Trigger warning: This is a post about sexual assault and could be triggering for anyone who has experienced it.
If you have experienced sexual assault or rape let me start by saying I am so sorry. This should never happen. You are not alone. If you need to talk with someone or need support there is a local agency that can help you. The crisis line for the sexual assault center here in Rome is 706-802-0580, if you are not local call the national line here: 800.656.HOPE (4673)
Autonomy is a human right. It is your right male or female, gay or straight, no matter your ethnicity, economic status, marital status or age.
What it is? Your right to be independent and self-rule. To be free from outside control or influence. You have autonomy over your body. It’s your right.
Maybe you have heard about it happening in a dark alleyway, or an abandoned parking lot late at night, or if you go somewhere you shouldn’t be. Let’s talk about when it happens when you are with someone you like, have a crush on, or are dating or just someone you are familiar with and trust.
Sexual assault and rape often happen when we are with someone familiar to us. These cases are often made more complicated by that fact, but I don’t think it has to be.
When it happens with someone we know It can be more difficult for the targeted person to speak up because they fear hurting the other person’s reputation, they share the same friends and support network, and because they know that some people will not believe them. There is a special kind of difficulty that arises when assault happens by the hands of someone we trust. Someone we know other people like, admire or even see as a leader.
Maybe they are the captain of the football team, maybe they are a coach, teacher or someone else in a leadership position. Maybe this is a person you have had a crush on.
Maybe it happens in the halls between classes, after a study session, at a party or a friend’s house.
Sometimes people make the subject confusing by asking questions of the victim like “Did you flirt with them?” “Did they kiss you? Did you kiss them back?” or “What did you think was going to happen if you got alone with them?” These kinds of questions while they may not seem like it are victim blaming. Victim blaming is putting more responsibility on the victim’s shoulders rather than the perpetrator of the assault.
At the end of the day the most important and only question really is “Did you say no?” or “was this against your will?”
Some people are under the misguided opinion that if you have flirted with someone, or are dating someone that this boundary of “no” becomes blurry. This is FALSE.
Just because you have kissed or had sex with someone before doesn’t mean this same person can demand it of you on other occasions. No matter how much you have flirted, no matter how many times you have kissed, or how much you have been okay with in that past doesn’t negate any future “no.” The right to have autonomy over your body every moment is yours.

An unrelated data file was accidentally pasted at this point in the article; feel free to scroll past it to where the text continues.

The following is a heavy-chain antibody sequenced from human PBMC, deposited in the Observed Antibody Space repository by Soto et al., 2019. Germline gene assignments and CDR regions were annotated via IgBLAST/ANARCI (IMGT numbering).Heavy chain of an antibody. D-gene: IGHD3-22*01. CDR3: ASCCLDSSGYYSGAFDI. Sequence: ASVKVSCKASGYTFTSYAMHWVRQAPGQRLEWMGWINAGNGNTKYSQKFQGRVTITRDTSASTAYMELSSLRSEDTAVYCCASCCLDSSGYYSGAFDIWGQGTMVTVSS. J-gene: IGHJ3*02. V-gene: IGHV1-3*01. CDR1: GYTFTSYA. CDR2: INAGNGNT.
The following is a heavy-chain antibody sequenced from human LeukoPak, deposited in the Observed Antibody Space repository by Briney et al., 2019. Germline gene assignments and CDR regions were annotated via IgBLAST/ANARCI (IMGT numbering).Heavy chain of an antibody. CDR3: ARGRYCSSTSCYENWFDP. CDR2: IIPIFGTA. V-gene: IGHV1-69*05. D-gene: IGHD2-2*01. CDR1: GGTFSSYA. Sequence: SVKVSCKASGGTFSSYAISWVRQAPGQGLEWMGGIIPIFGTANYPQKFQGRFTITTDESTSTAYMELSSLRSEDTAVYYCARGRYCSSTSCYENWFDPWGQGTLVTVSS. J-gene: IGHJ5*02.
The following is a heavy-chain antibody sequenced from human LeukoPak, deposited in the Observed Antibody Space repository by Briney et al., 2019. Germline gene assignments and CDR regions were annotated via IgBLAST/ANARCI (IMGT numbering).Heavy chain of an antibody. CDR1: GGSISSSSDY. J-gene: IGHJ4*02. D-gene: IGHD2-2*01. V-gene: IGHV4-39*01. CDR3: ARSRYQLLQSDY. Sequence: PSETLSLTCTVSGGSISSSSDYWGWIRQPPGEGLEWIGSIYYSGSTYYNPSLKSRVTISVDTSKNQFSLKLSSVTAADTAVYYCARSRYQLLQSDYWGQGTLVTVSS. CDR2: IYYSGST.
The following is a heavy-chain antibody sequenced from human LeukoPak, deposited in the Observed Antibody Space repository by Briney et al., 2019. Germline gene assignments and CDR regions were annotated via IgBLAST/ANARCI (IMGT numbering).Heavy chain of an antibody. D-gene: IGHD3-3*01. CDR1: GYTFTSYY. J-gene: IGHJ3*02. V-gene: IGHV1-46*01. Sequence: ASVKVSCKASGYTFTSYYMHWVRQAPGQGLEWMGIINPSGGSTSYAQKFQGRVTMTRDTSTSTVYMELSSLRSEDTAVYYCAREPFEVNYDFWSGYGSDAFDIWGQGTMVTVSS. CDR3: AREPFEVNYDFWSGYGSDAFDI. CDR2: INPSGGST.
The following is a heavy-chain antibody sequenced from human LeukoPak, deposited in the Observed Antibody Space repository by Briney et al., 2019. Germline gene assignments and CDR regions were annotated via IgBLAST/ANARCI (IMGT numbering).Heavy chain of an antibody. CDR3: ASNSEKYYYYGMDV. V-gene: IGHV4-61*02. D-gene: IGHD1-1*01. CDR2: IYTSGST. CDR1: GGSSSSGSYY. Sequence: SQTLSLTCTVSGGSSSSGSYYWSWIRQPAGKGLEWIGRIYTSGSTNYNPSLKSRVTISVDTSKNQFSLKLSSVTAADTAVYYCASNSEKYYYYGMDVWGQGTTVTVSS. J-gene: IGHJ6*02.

When you say no, it doesn’t mean you are prude, or that you have lead someone on. It’s your right to say no. There is nothing wrong with saying “no” or declining someone’s advances. Autonomy- having the right to control what happens to your own body. It’s your right. So if you feel like saying no voice it. Say it.
For the rest of my life no matter how old I am I have autonomy over my own body. It’s the right of all human beings. Which again means…
No is simple.
And it should only take you saying it once in a situation for it to be respected.
I just read a really amazing novel Beartown that tells the story of someone who is sexually assaulted by someone she knows. It reveals the challenges and obstacles that victims face, and how we as society victim blame and normalize behaviors that cross the line. If you are 17 or older I really recommend reading this book.
Here is a powerful excerpts from the novel:
“Hate can be a deeply stimulating emotion. The world becomes much easier to understand and much lass terrifying if you divide everything and everyone into friends and enemies, we and they, good and evil. The easiest way to unite a group isn’t through love, because love is hard. It makes demands. Hate is simple.
So the first thing that happens in a conflict is that we choose a side because that’s easier than trying to hold two thoughts in our heads at the same time. The second thing that happens is that we seek out facts to confirm what we want to believe—comforting facts, ones that permit life to go on as normal. The third is that we dehumanize our enemy. There are many ways of doing that, but none is easier than taking her name away from her.
So when night comes and the truths spread, no one types “Maya” on their cell phone or computer in Beartown, they type “M.” Or “the young woman.” Or “the slut” No one talks about “the rape” they all talk about “the allegation.” or “the lie” It starts with “nothing happened” moves on to “and if anything did happen it was voluntary, escalates to “and if it wasn’t voluntary, she only has herself to blame: what did she think was going to happen if she got drunk and went into his room with him?” It starts with “she wanted it” and ends with “she deserved it.”
Excerpt from Beartown by Fredrick Bakcmen